In the past, President Obama has preferred to send broad outlines for legislation up to Capitol Hill, leaving the details to lawmakers. But not anymore. On Monday, he presented his jobs bill to Congress. And next week, he will lay out specific recommendations for long-term deficit reduction.
Baltimore residents take to the polls today to vote in the city's political primaries. The Democratic primary for the mayor's seat is the de facto winner of the general election in the majority-Democrat city, and sitting mayor Stephanie Rawlings-Blake currently has a lead in the polls.
The president criticizes an unnamed GOP aide for saying Republicans don't want to cooperate on a jobs plan because it would be bad politics for the GOP. He doesn't note that some Republicans, including that aide, also say the plan won't work.
CQ Roll Call Daily Briefing Editor David Hawkings talks about what's on Congress's radar this week: Obama's jobs bill, an FAA funding agreement that also helps highway projects, and special elections for House seats in New York and Nevada.
Only a few events in a lifetime serve as true turning points. There was the day Pearl Harbor was attacked, the day JFK was shot and the terrorist attacks on Sept. 11. How have the events of Sept. 11 resonated through 10 years of American politics?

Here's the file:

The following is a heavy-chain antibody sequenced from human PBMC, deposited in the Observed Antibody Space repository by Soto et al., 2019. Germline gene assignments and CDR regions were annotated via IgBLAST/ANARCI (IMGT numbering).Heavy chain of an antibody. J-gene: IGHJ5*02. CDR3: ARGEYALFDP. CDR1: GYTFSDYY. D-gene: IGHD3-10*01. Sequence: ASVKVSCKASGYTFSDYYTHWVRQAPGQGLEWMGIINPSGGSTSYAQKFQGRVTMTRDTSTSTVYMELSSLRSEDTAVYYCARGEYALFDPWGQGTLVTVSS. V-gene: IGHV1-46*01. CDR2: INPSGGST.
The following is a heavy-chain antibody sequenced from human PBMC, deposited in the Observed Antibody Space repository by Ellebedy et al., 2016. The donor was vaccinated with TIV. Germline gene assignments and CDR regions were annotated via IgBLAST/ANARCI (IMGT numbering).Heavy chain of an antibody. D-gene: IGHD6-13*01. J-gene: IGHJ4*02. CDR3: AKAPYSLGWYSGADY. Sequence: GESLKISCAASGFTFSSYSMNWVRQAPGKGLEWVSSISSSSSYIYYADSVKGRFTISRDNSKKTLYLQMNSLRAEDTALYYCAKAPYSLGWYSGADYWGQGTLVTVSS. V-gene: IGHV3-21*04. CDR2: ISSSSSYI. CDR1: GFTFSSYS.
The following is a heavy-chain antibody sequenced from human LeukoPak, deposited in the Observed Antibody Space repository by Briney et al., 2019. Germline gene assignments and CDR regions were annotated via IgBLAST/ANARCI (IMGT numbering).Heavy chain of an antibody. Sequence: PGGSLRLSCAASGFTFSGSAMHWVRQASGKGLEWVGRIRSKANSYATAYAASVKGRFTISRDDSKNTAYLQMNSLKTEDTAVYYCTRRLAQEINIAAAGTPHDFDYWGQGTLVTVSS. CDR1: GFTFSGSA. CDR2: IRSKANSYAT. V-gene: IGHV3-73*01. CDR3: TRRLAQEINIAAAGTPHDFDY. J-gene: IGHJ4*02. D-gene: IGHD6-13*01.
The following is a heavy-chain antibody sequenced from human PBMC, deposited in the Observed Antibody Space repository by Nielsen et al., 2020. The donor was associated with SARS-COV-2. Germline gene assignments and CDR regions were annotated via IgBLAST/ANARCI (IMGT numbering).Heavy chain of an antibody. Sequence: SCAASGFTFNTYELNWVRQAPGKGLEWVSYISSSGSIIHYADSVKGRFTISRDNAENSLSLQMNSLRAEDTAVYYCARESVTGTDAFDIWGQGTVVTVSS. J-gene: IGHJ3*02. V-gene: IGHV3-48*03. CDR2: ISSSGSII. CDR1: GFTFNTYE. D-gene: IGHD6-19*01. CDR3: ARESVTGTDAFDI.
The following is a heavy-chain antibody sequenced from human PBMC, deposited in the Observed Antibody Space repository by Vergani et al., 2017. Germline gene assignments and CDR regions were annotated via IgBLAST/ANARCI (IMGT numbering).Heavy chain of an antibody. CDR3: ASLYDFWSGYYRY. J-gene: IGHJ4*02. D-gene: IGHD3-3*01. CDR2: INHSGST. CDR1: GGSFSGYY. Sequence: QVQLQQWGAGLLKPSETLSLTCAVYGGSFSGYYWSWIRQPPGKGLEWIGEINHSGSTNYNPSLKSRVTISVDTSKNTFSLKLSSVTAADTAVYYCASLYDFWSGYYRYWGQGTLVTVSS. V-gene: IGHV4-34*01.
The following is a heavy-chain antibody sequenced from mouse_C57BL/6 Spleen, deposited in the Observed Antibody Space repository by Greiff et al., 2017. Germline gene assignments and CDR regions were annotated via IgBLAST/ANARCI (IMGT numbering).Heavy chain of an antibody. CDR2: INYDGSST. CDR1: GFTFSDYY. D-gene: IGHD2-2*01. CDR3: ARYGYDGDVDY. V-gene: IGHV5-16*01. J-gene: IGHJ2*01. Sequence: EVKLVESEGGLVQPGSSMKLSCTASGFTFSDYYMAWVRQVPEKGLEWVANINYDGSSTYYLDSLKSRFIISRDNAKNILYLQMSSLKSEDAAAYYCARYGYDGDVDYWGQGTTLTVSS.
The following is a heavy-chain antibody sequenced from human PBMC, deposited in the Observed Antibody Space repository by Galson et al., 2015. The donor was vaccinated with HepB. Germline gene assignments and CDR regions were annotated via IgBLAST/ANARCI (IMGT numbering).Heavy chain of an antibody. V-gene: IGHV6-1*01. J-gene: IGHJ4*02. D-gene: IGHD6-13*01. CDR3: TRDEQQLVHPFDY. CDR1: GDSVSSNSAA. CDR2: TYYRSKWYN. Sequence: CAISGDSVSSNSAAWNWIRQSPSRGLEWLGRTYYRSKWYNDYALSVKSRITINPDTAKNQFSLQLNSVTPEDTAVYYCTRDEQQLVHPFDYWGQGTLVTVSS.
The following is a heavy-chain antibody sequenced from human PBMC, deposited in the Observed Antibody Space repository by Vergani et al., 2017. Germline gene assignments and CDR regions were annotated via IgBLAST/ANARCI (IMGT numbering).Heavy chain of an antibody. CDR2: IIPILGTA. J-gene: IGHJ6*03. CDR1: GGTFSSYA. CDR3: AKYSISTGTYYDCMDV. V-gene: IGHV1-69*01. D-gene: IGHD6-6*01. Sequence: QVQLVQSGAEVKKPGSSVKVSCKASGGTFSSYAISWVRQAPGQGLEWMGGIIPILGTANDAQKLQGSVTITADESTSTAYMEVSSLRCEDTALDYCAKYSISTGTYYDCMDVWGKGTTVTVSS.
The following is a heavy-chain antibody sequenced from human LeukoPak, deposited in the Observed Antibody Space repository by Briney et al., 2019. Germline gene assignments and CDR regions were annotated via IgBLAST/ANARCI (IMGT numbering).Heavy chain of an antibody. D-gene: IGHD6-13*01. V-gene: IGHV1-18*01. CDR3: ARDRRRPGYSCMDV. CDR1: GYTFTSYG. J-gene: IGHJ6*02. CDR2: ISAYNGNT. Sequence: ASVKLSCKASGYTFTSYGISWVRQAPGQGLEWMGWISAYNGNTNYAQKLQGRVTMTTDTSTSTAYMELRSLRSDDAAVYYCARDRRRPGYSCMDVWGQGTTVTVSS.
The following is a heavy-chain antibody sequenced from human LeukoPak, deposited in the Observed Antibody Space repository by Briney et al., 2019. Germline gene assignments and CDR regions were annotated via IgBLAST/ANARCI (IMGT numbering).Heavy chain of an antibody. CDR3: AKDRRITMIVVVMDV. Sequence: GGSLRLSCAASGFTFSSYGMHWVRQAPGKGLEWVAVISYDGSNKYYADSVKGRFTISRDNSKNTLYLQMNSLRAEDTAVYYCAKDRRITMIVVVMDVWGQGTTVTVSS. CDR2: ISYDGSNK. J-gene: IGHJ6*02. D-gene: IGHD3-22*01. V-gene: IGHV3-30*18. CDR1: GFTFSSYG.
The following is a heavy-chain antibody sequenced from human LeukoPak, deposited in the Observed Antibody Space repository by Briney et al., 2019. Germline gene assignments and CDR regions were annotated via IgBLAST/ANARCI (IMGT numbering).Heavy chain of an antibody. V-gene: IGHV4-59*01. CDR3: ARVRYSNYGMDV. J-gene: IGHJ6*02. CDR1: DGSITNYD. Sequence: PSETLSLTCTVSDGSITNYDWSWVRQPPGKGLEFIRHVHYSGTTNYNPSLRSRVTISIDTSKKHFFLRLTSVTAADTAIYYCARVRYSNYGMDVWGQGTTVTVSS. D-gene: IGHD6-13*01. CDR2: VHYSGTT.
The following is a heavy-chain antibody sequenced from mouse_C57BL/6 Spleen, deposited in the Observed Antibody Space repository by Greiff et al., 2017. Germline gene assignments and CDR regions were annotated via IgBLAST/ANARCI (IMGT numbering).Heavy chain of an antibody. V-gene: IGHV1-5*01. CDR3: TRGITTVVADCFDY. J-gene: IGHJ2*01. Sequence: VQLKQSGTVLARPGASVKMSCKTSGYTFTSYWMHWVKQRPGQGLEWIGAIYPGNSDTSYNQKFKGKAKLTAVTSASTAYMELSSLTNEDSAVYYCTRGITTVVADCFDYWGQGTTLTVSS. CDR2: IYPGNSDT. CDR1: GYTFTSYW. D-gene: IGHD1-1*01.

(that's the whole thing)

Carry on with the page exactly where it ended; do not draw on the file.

Two months into his tenure as secretary of defense, Leon Panetta has to run two ground wars, keep up the fight against al-Qaida and figure out how to cut more than $400 billion from the defense budget.
It's a common refrain in the Republican presidential field: The U.S. has the second-highest corporate tax rate in the world. At 35 percent, that's true — on paper. Some corporations take advantage of complex international tax loopholes to pay almost no corporate taxes at all.
The president held a campaign-style event in Richmond, Va., on Friday to sell his American Jobs Act as a much-needed shot in the arm for a still struggling economy. Calling himself "an eternal optimist," Obama said he still believes Congress can come together around a plan like the one he's proposed.
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